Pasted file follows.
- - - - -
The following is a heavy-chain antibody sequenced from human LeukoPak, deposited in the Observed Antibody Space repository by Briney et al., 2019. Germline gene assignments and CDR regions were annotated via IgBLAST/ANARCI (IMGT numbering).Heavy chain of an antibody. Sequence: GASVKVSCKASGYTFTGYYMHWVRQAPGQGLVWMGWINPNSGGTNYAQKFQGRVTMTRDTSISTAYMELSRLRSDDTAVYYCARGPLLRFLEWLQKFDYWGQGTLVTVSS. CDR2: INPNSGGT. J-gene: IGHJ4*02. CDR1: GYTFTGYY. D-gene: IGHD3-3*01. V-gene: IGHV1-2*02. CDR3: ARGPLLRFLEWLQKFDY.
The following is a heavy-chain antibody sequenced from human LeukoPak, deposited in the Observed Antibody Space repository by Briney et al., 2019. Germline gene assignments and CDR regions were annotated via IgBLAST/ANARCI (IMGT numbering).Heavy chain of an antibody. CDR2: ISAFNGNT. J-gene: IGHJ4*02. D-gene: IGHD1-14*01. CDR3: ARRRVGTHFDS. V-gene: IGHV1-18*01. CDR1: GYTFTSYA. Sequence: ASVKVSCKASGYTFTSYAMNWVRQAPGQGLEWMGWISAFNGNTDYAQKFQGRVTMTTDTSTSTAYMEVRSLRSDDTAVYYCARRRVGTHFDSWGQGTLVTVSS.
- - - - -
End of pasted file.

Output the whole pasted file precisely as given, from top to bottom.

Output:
The following is a heavy-chain antibody sequenced from human LeukoPak, deposited in the Observed Antibody Space repository by Briney et al., 2019. Germline gene assignments and CDR regions were annotated via IgBLAST/ANARCI (IMGT numbering).Heavy chain of an antibody. Sequence: GASVKVSCKASGYTFTGYYMHWVRQAPGQGLVWMGWINPNSGGTNYAQKFQGRVTMTRDTSISTAYMELSRLRSDDTAVYYCARGPLLRFLEWLQKFDYWGQGTLVTVSS. CDR2: INPNSGGT. J-gene: IGHJ4*02. CDR1: GYTFTGYY. D-gene: IGHD3-3*01. V-gene: IGHV1-2*02. CDR3: ARGPLLRFLEWLQKFDY.
The following is a heavy-chain antibody sequenced from human LeukoPak, deposited in the Observed Antibody Space repository by Briney et al., 2019. Germline gene assignments and CDR regions were annotated via IgBLAST/ANARCI (IMGT numbering).Heavy chain of an antibody. CDR2: ISAFNGNT. J-gene: IGHJ4*02. D-gene: IGHD1-14*01. CDR3: ARRRVGTHFDS. V-gene: IGHV1-18*01. CDR1: GYTFTSYA. Sequence: ASVKVSCKASGYTFTSYAMNWVRQAPGQGLEWMGWISAFNGNTDYAQKFQGRVTMTTDTSTSTAYMEVRSLRSDDTAVYYCARRRVGTHFDSWGQGTLVTVSS.